• Avoid sunscreen sprays.  The U.S. Food and Drug Administration has banned sunscreen powders (though some products may be available).  The spray may be inhaled into the lungs causing respiratory issues.
  • Products containing Vitamin A, retinol or its derivatives, such as retinyl palmitate and retinyl acetate.  The U.S. Food and Drug Administration has not banned these products, but they are concerned that the additives increase sun sensitivity. 
  • According to the New York Times, consumers should take endorsements and seals of approval with a grain of salt.  The Skin Cancer Foundation gives a “seal of recommendation” to sunscreens, but only if their manufacturer has donated $10,000 to become a member of the organization.
  • Use the ABCD rules for identifying skin lesions that need immediate attention.  
A - Asymmetry: Normal moles or freckles are completely symmetrical. If you were to draw a line through a normal spot, you would have two symmetrical halves. In cases of skin cancer, spots don't look the same on both sides.
B - Border: A mole or spot with blurry and/or jagged edges.
C - Color: A mole that is more than one hue is suspicious and needs to be evaluated by a doctor. Normal spots are usually one color. This can include lightening or darkening of the mole. Melanoma cells usually continue to produce melanin, which accounts for the cancers appearing in mixed shades of tan, brown and black.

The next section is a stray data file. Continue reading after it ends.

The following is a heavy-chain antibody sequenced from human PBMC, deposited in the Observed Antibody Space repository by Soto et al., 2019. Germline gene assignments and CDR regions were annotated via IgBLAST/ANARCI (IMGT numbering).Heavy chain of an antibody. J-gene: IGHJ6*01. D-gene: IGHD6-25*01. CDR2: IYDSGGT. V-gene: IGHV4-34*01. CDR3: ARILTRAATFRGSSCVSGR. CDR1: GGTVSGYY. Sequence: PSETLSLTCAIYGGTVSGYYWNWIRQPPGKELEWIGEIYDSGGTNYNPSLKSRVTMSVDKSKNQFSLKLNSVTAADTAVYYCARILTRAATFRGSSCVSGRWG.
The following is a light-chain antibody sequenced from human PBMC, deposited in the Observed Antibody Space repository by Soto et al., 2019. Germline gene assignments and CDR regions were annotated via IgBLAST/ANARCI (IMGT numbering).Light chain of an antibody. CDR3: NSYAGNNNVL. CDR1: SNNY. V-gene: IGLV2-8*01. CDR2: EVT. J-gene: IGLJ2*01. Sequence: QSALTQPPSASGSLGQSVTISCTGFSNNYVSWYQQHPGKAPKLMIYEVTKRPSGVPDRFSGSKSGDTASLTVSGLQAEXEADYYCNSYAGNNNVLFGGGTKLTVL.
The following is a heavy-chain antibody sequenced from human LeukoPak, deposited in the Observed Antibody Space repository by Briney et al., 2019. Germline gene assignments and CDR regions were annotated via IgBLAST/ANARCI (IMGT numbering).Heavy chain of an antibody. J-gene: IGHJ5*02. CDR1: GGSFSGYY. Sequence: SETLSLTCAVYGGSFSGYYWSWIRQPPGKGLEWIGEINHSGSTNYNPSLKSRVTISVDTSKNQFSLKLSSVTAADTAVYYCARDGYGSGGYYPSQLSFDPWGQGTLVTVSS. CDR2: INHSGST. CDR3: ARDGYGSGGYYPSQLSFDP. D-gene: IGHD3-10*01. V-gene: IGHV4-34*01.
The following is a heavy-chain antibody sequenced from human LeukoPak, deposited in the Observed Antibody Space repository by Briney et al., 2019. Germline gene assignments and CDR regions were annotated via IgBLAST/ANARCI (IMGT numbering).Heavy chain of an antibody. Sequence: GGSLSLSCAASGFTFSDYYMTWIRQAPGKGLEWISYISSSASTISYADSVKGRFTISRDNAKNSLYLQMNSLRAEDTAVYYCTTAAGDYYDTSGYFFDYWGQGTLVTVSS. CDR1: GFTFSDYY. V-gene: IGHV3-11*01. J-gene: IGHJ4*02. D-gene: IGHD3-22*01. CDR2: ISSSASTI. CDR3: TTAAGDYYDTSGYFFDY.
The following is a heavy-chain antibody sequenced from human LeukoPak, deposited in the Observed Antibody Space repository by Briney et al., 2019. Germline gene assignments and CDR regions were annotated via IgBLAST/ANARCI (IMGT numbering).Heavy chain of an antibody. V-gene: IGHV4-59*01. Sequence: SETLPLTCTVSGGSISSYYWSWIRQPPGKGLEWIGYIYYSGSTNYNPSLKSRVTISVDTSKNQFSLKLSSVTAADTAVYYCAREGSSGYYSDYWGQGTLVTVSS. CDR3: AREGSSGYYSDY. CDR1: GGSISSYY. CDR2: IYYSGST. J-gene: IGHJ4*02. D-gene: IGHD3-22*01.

D - Diameter: If it is larger than a pencil eraser (about 1/4 inch or 6mm), it needs to be examined by a doctor. This is includes areas that do not have any other abnormalities (color, border, asymmetry). But, don't be fooled by size alone - it can be smaller.
E - Elevation/Evolving: Elevation means the mole is raised above the surface and has an uneven surface. Looks different from the rest or changing in size, shape, color.

ABCD Mole Recognition
Remember - if you are not sure about a mole or lesion, see your healthcare provider.  Healthcare providers would rather tell you, all is good, instead of having to deliver bad news.

                                                    Happy Summer
                                                    ~  Connie ~

The New York Times (2013). The New Rules for Sunscreen. Retrieved from:
U.S. Food and Drug Administration (2013). Should You Put Sunscreen on Infants? Not Usually Not. Retrieved from: